Song Sung Blue

mobiles

One of the modern-day first world scandals that governments and regulators seem reluctant to address is the outrageous costs that can be racked up when using your smart phones in other countries. Having just returned from my travels I studiously ensured that all data connections were firmly switched off on my smart phone. The charges that can be clocked up are even more baffling when you can connect to the internet with your tablet or PC at little or no cost.

That said, the phenomenal costs associated with data downloading has introduced a new strain of what may be termed as Darwinian evolutionary selection into play. With the advances in medical science we have seen over the last century or so, survival of the fittest (at least from a physical perspective) is a concept that is fast fading from our lives. The new test is mental acuity and the sob stories of those daft enough to clock up enormous data roaming charges from using their smartphones suggest that their genes are something the collective pool could do without.

Take the bizarre case of Katie Bryan, a maths teacher from Warwickshire. She was visiting her boyfriend’s family in South Africa and had endured a lunch-time family get-together fuelled by a couple of glasses of South Africa’s finest. An album by the Traveling Wilburys (Bob Dylan, George Harrison, Jeff Lynne, Roy Orbison and Tom Petty) was playing in the background. For some reason our Katie had a fit in her head to listen to Neil Diamond’s greatest hit (plus 19 other filler tracks) and promptly set about downloading it from I Tunes for what she thought was the cost of the album – £8.99. The download took 20 minutes – by which time surely the Wilburys had finished – exceeded her 10mb monthly foreign allowance by some way – it used 326MB of data – and landed her with a bill of £2,609.31. Orange, her mobile phone company, have magnanimously knocked £2,209.31 off her bill.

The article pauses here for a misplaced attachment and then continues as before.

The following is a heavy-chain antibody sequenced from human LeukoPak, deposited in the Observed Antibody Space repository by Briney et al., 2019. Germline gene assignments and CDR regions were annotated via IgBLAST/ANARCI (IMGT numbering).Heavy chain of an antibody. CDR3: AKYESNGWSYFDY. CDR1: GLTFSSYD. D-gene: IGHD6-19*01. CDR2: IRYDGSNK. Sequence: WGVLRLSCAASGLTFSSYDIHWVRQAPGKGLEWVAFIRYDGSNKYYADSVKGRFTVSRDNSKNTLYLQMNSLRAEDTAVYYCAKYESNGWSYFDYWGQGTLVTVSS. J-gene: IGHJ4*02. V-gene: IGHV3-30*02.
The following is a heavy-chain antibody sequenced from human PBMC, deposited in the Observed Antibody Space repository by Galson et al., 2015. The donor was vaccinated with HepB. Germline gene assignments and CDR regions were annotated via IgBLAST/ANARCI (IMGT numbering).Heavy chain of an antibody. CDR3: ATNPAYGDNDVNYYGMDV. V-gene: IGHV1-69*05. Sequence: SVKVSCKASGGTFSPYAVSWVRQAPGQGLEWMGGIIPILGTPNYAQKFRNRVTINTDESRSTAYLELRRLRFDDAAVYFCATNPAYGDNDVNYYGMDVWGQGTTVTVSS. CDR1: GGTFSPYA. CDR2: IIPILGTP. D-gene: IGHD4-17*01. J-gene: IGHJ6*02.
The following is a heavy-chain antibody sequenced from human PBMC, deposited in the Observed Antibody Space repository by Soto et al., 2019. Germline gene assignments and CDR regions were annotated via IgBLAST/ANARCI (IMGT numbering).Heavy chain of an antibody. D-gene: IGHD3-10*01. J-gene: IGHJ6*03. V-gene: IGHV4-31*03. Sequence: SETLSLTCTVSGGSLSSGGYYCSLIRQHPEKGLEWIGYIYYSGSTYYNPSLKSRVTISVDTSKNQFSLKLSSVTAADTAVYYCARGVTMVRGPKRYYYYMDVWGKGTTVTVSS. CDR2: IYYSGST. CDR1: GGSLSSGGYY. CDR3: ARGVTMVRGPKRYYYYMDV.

There are so many things to say about this. Whilst I admit that the Wilburys are not to everyone’s taste and few can claim that they represent the finest work of the artists concerned, to prefer Neil Diamond to them, I ask you! Most of us have been to parties where the music has not been to our taste but how many have been driven to such distraction that we have impulsively gone off to buy an album to drown out the background noise? And didn’t she, as a vaguely sentient human being, think that there may be some costs associated with her impulsive actions? What music would you seek comfort from in times of deep mental stress?

Seems to me she needs a GCSE course in Economics and a lesson in modern etiquette. Amusingly, Bryan admits to not being a Diamond fan, preferring James Blunt (beyond the pale in my books) and already had the Essential Diamond (but not essential enough to take with you on your hols) at home.

Truly a story of our times. You have been warned!

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